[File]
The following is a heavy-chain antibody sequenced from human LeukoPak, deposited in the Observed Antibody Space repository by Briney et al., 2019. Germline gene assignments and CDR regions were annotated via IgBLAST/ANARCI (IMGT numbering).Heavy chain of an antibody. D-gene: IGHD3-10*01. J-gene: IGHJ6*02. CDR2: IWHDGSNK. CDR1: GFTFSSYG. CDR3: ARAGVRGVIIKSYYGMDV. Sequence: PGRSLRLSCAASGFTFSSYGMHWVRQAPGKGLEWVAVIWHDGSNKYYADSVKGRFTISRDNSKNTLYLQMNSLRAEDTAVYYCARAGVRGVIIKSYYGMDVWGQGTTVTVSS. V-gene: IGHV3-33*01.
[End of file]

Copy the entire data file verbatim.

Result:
The following is a heavy-chain antibody sequenced from human LeukoPak, deposited in the Observed Antibody Space repository by Briney et al., 2019. Germline gene assignments and CDR regions were annotated via IgBLAST/ANARCI (IMGT numbering).Heavy chain of an antibody. D-gene: IGHD3-10*01. J-gene: IGHJ6*02. CDR2: IWHDGSNK. CDR1: GFTFSSYG. CDR3: ARAGVRGVIIKSYYGMDV. Sequence: PGRSLRLSCAASGFTFSSYGMHWVRQAPGKGLEWVAVIWHDGSNKYYADSVKGRFTISRDNSKNTLYLQMNSLRAEDTAVYYCARAGVRGVIIKSYYGMDVWGQGTTVTVSS. V-gene: IGHV3-33*01.